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UPDATE (3/18/13): If you are interested in the TI-84 family of graphing calculators, you need to check out my TI-84+C Review where I take a hands on look at the new color version of the TI-84.
Long ago and far away (in 2010), I did a review of the TI-84+ graphing calculator. While the changes to the TI-84+ since then have been minor, the graphing calculator landscape has changed quite a bit in that time. The TI-84 has been the “old reliable” in the Texas Instruments landscape for quite some time. In fact since TI released their first graphing calculator in 1990, the TI-81, a number of incremental changes have occurred. The TI-81 was succeeded by the TI-82, TI-83, TI-83 plus, and TI-84 Plus. The latest version is the TI-84 plus Silver Edition. There were small improvements along the way, but until recently (see below), the upgrades to the operating system were surprisingly modest. If you ever used a TI-81, you could jump in on a TI-84 without missing a beat; they’re very similar. Perhaps that’s because for a long time, significant improvements weren’t necessary because of TI’s huge lead over the competition.
I’ve had a ton of experience working with students on the TI-84 plus, from the classroom to math team to ACT test prep. Although it’s no longer TI’s cutting edge calculator (that label goes to the TI-Nspire CX), it’s still a very strong calculator. I can’t really understate the stranglehold this line of calculators has had on the math education community. There’s no doubt that part of the reason that schools have been slow to the adopt the Nspire is because the TI-84 has just been so wildly popular and schools have invested in TI-84 software, teacher training, and classroom sets of the calculators.
Who is the TI-84 designed for?
No doubt, the TI-84 plus is designed with the high school student in mind. Many, many college students also use a TI-84 as their calculator of choice. It’s accepted on almost every standardized test, including the ACT, which won’t accept calculators with computer algebra systems like the TI-89 Titanium or TI-Nspire CX CAS.
What is TI-84 OS 2.53 MP?
In the spring of 2010, Texas Instruments came out with 2.53 MP, an operating system that finally gave the TI-84 “mathprint.” This means that fractions look like fractions, exponents look like exponents, and far more. A lot of new templates that make advanced algebra and calculus a lot easier were added too like non-base 10 logs, summations, integrals, etc. This is a big update and one that was sorely needed. The TI-84 plus was getting passed up by rival calculators from Casio and HP before this update. I was really excited by this update and almost felt like my students were getting a new calculator for free.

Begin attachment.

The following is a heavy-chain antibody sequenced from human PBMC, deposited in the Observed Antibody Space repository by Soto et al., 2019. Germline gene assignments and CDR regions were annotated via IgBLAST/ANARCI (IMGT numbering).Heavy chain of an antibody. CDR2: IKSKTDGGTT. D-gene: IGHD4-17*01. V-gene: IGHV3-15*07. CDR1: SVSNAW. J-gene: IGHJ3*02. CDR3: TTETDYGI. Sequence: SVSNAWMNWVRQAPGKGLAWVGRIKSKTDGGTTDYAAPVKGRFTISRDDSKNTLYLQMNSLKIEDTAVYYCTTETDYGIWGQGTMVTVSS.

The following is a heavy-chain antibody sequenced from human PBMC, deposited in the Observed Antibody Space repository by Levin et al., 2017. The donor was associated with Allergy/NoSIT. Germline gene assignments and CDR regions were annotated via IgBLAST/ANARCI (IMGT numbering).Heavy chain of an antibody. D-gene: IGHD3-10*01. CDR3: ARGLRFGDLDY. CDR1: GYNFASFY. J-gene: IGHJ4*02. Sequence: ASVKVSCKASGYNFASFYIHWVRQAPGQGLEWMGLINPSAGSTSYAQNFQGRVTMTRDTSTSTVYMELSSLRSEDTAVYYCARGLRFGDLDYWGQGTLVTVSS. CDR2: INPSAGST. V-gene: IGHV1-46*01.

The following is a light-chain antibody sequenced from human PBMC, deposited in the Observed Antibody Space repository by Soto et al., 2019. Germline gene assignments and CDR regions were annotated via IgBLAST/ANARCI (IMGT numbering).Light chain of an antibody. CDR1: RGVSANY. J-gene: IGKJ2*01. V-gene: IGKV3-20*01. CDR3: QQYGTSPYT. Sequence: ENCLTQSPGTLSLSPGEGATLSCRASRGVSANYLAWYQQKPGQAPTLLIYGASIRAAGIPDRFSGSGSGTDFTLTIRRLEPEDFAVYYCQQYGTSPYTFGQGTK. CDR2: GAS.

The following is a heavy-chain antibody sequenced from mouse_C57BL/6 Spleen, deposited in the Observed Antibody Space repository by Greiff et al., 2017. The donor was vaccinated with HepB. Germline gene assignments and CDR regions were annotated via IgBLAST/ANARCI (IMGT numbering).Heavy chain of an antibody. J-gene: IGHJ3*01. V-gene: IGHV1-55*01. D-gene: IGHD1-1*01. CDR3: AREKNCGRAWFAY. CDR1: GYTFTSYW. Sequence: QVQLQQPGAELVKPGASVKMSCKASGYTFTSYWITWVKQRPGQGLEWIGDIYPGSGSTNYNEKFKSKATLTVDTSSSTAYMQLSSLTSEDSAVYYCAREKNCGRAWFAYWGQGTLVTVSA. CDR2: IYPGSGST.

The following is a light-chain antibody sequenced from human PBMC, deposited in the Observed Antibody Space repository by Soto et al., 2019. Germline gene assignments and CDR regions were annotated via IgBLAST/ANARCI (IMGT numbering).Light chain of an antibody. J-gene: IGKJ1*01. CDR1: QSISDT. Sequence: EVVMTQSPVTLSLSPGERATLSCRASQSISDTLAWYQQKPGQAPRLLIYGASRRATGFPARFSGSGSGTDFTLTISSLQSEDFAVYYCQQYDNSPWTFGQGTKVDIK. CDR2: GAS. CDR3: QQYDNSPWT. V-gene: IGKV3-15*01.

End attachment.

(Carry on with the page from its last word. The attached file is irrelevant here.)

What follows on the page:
Please note, Texas Instruments has not issued this update for the TI-83 plus. If anyone tries to tell you the TI-83 and TI-84 are essentially the same calculator (which they used to be), they don’t know what they are talking about. Run as fast and far from that person as possible because they’re giving you terrible advice. I would never recommend a student get the TI-83 because since 2.53 was released, the TI-84 is now light years ahead of the TI-83. In fact, in early 2011, Texas Instruments went even one update further since and issued OS 2.55, which added improved statistics features among other minor changes. Again, there was no update to the TI-83 family, which has been without an OS update since 2006. Simply put, the TI-83 is not going to get the improvements that the TI-84 has.
Why buy the TI-84 plus?
That’s an easy one to answer. The TI-84+ has nearly 100% acceptance in the educational community, or at least it did at one point. More schools are embracing or requiring the TI-Nspire CX all the time, so you should check with your school, but never has there been a calculator more accepted by teachers, schools, and standardized tests than the TI-84 plus. Just about every math teacher knows how to use it and teach with it. If your teacher doesn’t, you’ll have no problem finding books or videos (including my own) to help you along the way. Many high school textbooks are even written with TI-84 directions right in the text.
What about alternatives?
I’d be lying to you if I said the TI-84+ was currently my calculator of choice. It isn’t. In fact, it didn’t make my 2011 or 2012 lists of the Best Graphing Calculators for School. The TI-Nspire CX is a vastly superior calculator at this point both in hardware and user interface. Comparing these two calculators is like comparing the original NES to a Nintendo Wii. For more on this comparison, check out my TI-84+ vs. TI-Nspire CX review. If your reason for considering the TI-84+ is to save a few bucks over the TI-Nspire CX, check out the Casio Prizm (review). It’s about the same cost as a TI-84+ but with a more advanced OS and easier to use interface. Unless your school requires the TI-84, you’re missing out by not giving one of these newer calculators a try.
Bottom line TI-84 review:
The TI-84 plus isn’t the cutting edge technology it once was, but it’s still a good calculator. The release of the newer operating systems over the last couple of years have kept it in the conversation with the TI-Nspire CX and Casio Prizm, but make no mistake about it, those calculators are significantly better than to the TI-84+. Still, if you just want something that works well, is very durable (and actually built like a tank), and has a full complement of support materials, the TI-84+ still gets the job done. Heck, the TI website has so many free TI-84 apps, you won’t have time to try them all. Check out the TI-84+ on Amazon and get free shipping today.